Sometimes there are things that we can do in our lives that are so simple, and they would result in a great benefit but we still don’t do them.  Maybe it’s getting up a bit earlier to take a walk, or put the cell phone down to pay full attention to the person sitting across from us, or whatever it is at the moment.  So why do we not do the things that are easy and could help us?  I don’t have the answer.

This past year I took a class with Brendon Burchard, and some of the concepts he taught are simple.  He admits that. But then he goes on to say “Common sense is not always common practice.” Oh, so true.

There are things I know I should add to my daily activity list that would move me even further forward in feeling happy or healthy, and some are not too complex. Yet, I often forget them or come up with excuses not to do them.  With Brendon’s leadership I am looking into what are those things right now for me and how do I move forward in implementing them and avoid the excuses.

Recently I was leading a group on Growing the Gratitude in our lives.  At the end of class one person noted how simple the methods we discussed were to add gratitude into our daily practice. So simple, yet she admitted she doesn’t always live that practice.  That is where I found myself once again quoting Brendon, “Common sense is not always common practice.”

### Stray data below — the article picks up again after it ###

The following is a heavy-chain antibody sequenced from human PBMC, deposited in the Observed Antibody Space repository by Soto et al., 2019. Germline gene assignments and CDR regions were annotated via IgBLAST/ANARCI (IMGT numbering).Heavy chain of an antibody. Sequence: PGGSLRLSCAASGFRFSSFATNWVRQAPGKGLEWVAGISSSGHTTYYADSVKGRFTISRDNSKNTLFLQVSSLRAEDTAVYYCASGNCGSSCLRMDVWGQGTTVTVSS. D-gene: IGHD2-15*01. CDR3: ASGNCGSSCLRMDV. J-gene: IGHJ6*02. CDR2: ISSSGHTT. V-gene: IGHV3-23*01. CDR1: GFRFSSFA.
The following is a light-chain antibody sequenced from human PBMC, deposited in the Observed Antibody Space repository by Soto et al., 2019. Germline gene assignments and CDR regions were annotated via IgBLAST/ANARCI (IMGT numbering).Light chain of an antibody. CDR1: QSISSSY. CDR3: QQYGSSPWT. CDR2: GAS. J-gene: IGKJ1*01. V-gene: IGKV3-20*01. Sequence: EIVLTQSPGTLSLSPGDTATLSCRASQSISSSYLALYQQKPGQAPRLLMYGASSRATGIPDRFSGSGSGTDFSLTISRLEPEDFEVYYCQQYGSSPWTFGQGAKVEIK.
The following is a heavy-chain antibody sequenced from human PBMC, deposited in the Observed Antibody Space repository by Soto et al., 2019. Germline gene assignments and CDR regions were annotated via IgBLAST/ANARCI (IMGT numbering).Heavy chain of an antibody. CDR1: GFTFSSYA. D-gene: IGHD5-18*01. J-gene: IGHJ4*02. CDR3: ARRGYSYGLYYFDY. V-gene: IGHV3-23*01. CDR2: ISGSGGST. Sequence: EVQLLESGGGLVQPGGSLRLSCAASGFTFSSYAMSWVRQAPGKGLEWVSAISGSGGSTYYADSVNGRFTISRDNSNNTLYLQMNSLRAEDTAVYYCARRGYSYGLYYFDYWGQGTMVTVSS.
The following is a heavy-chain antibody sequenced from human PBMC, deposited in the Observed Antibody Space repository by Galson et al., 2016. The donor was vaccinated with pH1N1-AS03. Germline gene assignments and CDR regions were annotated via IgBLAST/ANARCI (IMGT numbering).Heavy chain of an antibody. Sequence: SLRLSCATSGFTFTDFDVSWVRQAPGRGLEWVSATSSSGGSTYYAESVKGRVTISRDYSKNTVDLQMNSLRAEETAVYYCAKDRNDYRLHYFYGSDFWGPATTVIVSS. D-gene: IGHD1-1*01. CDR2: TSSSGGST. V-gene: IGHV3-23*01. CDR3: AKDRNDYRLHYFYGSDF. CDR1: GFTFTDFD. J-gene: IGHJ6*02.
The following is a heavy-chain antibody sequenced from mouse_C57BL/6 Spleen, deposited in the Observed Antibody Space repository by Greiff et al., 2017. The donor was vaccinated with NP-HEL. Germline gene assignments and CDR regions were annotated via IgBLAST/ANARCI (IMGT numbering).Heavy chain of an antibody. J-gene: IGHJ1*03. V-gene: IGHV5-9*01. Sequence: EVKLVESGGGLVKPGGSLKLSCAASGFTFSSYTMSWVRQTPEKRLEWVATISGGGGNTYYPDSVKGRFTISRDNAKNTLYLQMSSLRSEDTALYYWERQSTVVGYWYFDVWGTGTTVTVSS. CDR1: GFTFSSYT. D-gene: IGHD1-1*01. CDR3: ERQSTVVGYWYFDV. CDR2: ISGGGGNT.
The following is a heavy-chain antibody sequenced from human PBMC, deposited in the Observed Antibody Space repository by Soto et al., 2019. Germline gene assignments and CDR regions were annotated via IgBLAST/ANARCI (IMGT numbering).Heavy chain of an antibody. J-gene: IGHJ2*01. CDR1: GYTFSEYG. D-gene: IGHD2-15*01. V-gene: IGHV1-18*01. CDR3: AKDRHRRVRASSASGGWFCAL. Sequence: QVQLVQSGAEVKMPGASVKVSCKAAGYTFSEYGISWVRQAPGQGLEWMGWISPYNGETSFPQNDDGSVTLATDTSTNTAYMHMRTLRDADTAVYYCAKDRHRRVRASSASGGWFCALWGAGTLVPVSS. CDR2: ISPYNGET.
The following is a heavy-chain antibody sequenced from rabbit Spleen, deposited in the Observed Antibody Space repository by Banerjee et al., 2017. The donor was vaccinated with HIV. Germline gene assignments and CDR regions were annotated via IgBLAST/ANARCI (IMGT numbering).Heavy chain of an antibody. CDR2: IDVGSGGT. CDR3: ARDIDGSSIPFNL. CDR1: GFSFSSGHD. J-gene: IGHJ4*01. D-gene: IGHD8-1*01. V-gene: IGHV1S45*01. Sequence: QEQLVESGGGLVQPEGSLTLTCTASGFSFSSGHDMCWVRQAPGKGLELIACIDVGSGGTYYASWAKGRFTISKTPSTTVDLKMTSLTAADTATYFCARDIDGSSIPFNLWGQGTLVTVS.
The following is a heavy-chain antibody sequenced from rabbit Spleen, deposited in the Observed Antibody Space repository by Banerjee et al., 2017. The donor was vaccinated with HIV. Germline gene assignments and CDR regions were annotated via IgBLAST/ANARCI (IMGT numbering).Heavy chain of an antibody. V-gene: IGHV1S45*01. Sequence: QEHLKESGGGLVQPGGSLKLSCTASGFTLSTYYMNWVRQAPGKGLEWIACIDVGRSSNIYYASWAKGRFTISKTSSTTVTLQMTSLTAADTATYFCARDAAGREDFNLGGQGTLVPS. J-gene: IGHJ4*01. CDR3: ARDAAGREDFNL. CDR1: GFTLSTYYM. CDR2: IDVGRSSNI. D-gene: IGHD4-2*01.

Sometimes we need a reminder that there is something we could do to improve our lives. We spend so much time focusing outward; we often neglect looking at how to help ourselves.  Other times we need a push to get going.  I know for myself I have a talent as to creating excuses as to why not to do something. I am improving on that regularly but there is always room for improvement.

So what are some of the simple or common sense things that you could be adding to your life to move you forward?  What are the obstacles keeping you from doing them? Can you overcome them?  Share with me below what you could add to improve your health, happiness or gratitude and what you can do to them a common practice.